In most cases, no. As part of the 2017 tax overhaul, Congress eliminated the federal penalty for not having health coverage, beginning in 2019. A handful of states, however, have their own requirements and may charge a penalty on state tax returns if filers don’t have coverage.
Can I buy Obamacare plans outside the government marketplaces?
The Trump administration has authorized several web brokers and insurers to sell Obamacare health plans using what it calls “enhanced direct” enrollment.
The sites may be useful, particularly for people who don’t qualify for premium credits on HealthCare.gov, experts say. But because some sites may also sell other types of policies, consumers should be cautious and make sure the plan they choose meets Affordable Care Act standards.
Ms. Volk advised asking the broker if the plan covers the 10 essential benefits required by the Affordable Care Act, including maternity care, hospital coverage and prescription drugs. She also recommended requesting a copy of the plan’s formal “summary of benefits,” rather than making a decision based on marketing materials alone.
Be skeptical if a broker asks detailed questions about your health status, Ms. Volk said. “That’s a red flag,” she said, because Obamacare compliant plans can’t deny coverage if you have a medical condition.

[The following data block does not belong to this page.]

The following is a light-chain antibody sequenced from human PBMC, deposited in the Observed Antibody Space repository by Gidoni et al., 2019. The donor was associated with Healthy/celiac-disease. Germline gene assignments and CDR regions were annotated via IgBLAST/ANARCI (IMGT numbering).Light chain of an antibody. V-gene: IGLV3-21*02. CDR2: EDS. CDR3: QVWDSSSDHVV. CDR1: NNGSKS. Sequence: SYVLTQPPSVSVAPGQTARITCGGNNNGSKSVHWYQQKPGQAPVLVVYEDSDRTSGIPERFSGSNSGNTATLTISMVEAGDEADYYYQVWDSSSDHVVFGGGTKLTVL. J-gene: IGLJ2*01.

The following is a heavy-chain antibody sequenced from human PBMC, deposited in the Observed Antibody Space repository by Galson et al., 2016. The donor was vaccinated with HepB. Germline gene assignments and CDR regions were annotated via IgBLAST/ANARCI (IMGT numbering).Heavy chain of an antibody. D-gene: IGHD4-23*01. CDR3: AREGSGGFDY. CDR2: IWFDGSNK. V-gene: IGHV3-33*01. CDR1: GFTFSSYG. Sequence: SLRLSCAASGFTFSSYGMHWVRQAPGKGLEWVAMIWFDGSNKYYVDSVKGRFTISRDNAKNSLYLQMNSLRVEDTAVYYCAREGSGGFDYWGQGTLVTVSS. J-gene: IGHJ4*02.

HealthSherpa, one of several authorized “enhanced direct” Obamacare brokers, offers only plans that are sold on the Affordable Care Act exchange and supports enrollment in Medicaid, the federal-state insurance plan for low-income people, Mr. Kalogeropoulos said. The site aims to offer a “better and easier user experience” for shoppers by providing mobile options for enrolling and submitting financial documents.
Experts generally advise starting your search at HealthCare.gov, which will automatically redirect you to the correct site if your state runs its own marketplace. Or call the federal enrollment hotline at 1-800-318-2596.
Isn’t the Affordable Care Act being challenged in court?
Several Republican-led states, backed by the Trump administration, have challenged the law, and a decision by an appeals court in Louisiana could come any day. Most health and legal experts expect that any outcome in the case will be appealed, so coverage for 2020 is unlikely to be affected. But they worry that confusion about the case may discourage some people from enrolling.